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Water Stress and Tree Phenology in a Tropical Dry Forest in the Lowlands of Costa Rica
Peter B. Reich and Rolf Borchert
Journal of Ecology
Vol. 72, No. 1 (Mar., 1984), pp. 61-74
Published by: British Ecological Society
Stable URL: http://www.jstor.org/stable/2260006
Page Count: 14
You can always find the topics here!Topics: Trees, Leaves, Deciduous trees, Dry seasons, Dehydration, Budbreak, Phenology, Rain, Bodies of water, Soil water
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(1) Phenology and seasonal variations in water stress, as indicated by variations in girth, were monitored for 1 yr in numerous trees of twelve species, growing at dry and moist sites in a tropical lowland deciduous forest in Guanacaste, Costa Rica. (2) At dry sites, trees experienced water stress and shed their leaves early in the dry season. In most species, rehydration, followed by bud break, took place only after heavy rainfalls. (3) In some species, leaf shedding was followed by rehydration and bud break during continuing drought. (4) During shoot extension, which rarely lasted longer than a few weeks, trees experienced water stress in spite of growing in wet soils. (5) At wet sites, trees experienced little or no apparent water stress; they remained evergreen or rapidly exchanged leaves during the dry season. (6) In general, the timing of leaf fall and bud break and, in many species, anthesis was determined to a large extent by changes in tree water status. These phenomena, in turn, were a function of the interaction between the water status of the environment and the structural and functional state of the tree. At times the functional state of the tree would counteract the environmental influences; trees with growing shoots experienced temporary water deficits during the wet season, and bare trees rehydrated during drought. (7) The seasonal pattern of tree development had a high correlation with seasonal variation in tree water status, but only indirectly with environmental water availability. No evidence was found for the control of tree development by seasonal variation in photoperiod or temperature.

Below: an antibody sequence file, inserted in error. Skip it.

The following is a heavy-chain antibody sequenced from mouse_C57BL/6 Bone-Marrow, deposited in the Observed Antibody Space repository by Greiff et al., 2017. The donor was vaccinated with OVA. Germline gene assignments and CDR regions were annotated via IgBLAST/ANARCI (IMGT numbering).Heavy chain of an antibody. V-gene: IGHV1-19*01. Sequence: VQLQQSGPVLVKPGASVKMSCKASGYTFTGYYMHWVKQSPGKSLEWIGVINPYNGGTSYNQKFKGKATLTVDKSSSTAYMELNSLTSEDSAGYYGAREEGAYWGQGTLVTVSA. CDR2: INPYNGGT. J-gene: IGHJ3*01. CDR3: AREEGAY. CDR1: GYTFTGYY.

Journal of Ecology © 1984 British Ecological Society